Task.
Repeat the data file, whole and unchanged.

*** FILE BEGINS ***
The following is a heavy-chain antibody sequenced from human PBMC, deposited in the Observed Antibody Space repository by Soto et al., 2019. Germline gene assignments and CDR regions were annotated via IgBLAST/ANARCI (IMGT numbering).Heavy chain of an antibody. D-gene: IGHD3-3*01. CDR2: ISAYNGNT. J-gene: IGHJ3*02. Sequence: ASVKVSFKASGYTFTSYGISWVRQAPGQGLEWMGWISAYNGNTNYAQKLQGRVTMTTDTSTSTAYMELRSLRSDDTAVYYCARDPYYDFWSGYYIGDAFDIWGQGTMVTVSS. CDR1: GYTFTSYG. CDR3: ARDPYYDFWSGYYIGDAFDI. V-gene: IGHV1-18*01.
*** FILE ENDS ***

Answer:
The following is a heavy-chain antibody sequenced from human PBMC, deposited in the Observed Antibody Space repository by Soto et al., 2019. Germline gene assignments and CDR regions were annotated via IgBLAST/ANARCI (IMGT numbering).Heavy chain of an antibody. D-gene: IGHD3-3*01. CDR2: ISAYNGNT. J-gene: IGHJ3*02. Sequence: ASVKVSFKASGYTFTSYGISWVRQAPGQGLEWMGWISAYNGNTNYAQKLQGRVTMTTDTSTSTAYMELRSLRSDDTAVYYCARDPYYDFWSGYYIGDAFDIWGQGTMVTVSS. CDR1: GYTFTSYG. CDR3: ARDPYYDFWSGYYIGDAFDI. V-gene: IGHV1-18*01.